July 13, 2014; Rio de Janeiro, BRAZIL; Germany forward Lukas Podolski (10) reacts with teammates after winning the championship match of the 2014 World Cup against the Argentina at Maracana Stadium. Germany won 1-0. Mandatory Credit: Tim Groothuis/Witters Sport via USA TODAY Sports

What do World Cup and NCAA basketball champions have in common?

The 2014 World Cup came to a dramatic finale yesterday as Germany ousted Argentina 1-0, marking the fourth World Cup Championship for Germany and firmly placing them among the winningest nations in World Cup history.

Here’s a breakdown of World Cup Champions ranked in order of most titles:

  1. Brazil 5 (1958, 1962, 1970, 1994, 2002)
  2. Germany 4 (1954, 1974, 1990, 2014)
  3. Italy 4 (1934, 1938, 1982, 2006)
  4. Argentina 2 (1978, 1986)
  5. Uruguay 2 (1930, 1950)
  6. France 1 (1998)
  7. England 1 (1966)
  8. Spain 1 (2010)

Together, Brazil, Germany and Italy claim 13 of a total 20 World Cup titles. That’s 65% of all championships awarded throughout the Cup’s eighty-four year history. And they’ve won consistently, each winning within the first 2 to 3 decades, throughout the middle period of the 70s, 80s and 90s and also since 2000.

That’s impressive.

In some ways, these teams – Brazil, Germany and Italy – remind me of NCAA basketball champions like UCLA, Kentucky and Indiana, teams that, historically, have dominated the game.

Consider the following list of the top eight NCAA basketball teams with championships:

  1. UCLA 11 (1964, 1965, 1967, 1968, 1969, 1970, 1971, 1972, 1973, 1975, 1995)
  2. Kentucky 8 (1948, 1949, 1951, 1958, 1978, 1996, 1998, 2012)
  3. Indiana 5 (1940, 1953, 1976, 1981, 1987)
  4. North Carolina 5 (1957, 1982, 1993, 2005, 2009)
  5. Connecticut 4 (1999, 2004, 2011, 2014)
  6. Duke 4 (1991, 1992, 2001, 2010)
  7. Kansas 3 (1952, 1988, 2008)
  8. Louisville 3 (1980, 1986, 2013)

Interestingly, the top three NCAA basketball teams combine for a total of 24 out of a possible 76 championships. That’s 30% of the total number of NCAA basketball championships and it’s a lot, but not close to the total combined World Cup titles of Brazil, Germany and Italy.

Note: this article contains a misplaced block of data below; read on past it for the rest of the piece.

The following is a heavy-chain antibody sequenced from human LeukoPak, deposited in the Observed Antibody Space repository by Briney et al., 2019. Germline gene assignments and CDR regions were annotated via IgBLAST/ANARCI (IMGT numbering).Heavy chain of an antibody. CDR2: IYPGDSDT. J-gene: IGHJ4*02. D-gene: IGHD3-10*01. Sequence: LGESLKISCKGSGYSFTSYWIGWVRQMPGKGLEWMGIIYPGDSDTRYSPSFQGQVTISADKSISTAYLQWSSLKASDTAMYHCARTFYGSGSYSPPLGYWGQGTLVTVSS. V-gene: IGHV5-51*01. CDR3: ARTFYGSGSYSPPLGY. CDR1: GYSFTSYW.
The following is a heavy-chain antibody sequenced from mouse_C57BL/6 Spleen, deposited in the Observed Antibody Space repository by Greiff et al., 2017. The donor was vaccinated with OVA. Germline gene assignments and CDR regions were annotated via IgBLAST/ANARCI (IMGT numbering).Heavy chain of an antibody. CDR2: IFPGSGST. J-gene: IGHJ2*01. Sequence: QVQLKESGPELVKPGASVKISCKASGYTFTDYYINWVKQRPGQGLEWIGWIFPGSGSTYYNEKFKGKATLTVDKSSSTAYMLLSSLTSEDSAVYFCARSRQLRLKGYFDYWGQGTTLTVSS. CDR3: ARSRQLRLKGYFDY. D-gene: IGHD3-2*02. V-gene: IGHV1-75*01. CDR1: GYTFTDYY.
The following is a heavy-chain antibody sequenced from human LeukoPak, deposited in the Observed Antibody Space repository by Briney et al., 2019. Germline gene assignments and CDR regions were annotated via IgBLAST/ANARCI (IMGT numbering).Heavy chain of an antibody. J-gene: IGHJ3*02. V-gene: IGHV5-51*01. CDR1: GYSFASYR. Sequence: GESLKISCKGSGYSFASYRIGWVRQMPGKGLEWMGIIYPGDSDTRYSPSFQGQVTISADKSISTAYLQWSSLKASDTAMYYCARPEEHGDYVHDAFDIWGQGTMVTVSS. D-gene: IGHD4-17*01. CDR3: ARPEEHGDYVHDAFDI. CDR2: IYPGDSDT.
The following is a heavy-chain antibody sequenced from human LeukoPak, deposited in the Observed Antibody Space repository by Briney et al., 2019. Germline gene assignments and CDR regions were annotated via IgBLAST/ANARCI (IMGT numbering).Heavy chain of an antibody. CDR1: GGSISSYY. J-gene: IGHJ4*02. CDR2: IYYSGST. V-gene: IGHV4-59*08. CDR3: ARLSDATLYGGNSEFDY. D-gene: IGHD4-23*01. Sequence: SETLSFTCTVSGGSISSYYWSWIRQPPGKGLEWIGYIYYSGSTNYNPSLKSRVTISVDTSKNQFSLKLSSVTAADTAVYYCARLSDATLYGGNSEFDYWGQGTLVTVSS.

Still, it’s important to view champions in terms of a complete history of the game. For example, Brazil, the most winningest country in the history of the World Cup, is consistently competitive, reaching the semi-finals in two of the past four and winning the title once. Germany, with four World Cup titles, has reached the semi-finals each of the four past World Cups, winning once. Italy has reached the semis only once in the past four, also winning once.

Now compare those numbers with NCAA basketball champions. UCLA, the winningest team in NCAA basketball history with 11 championships, hasn’t won a title since 1995, though they made three consecutive Final Four appearances from 2006-2008.

Kentucky, ranked second in total number of NCAA basketball championships, has experienced better recent success, playing in three of the past four Final Fours and playing in two title games, winning in 2012. Third ranked Indiana, with a total of five NCAA basketball championships, has the worst recent track record of the three, failing to reach the Final Four since 2002, when they placed runner-up to Maryland. Indiana’s last championship was in 1987.

In some ways, World Cup and NCAA basketball champions are similar: they both share a small nucleus of dominant teams. But they’re also vastly different, in more ways than one. The most dominant World Cup champions are by far, more consistent than NCAA basketball champions. And that’s not all.

Blue-chip programs – Kentucky, Duke, UNC, KU and UConn – are not only climbing the latter of most NCAA basketball champions, they’re doing so quickly, sure to pass Indiana on the list in the near future. All five of these programs have won a championship in the past seven years. Combined, these blue-chip programs account for 10 of the past 15 NCAA national championships. Now, that’s impressive.

The landscape of the top three most successful NCAA basketball teams in terms of total championships won is sure to change in the upcoming years. Perhaps not for the World Cup. Of course, that’s in part due to the fact that the World Cup is only played every four years whereas the NCAA basketball championship is annual.

What will history say of Connecticut’s overwhelming success since 1999?  What about the consistent struggles of UCLA and Indiana in the past two decades? Does recent performance impact how history remembers champions? Who will dominate the next fifty years?

Tags: Champions Kansas Jayhawks Men's Basketball NCAA World Cup

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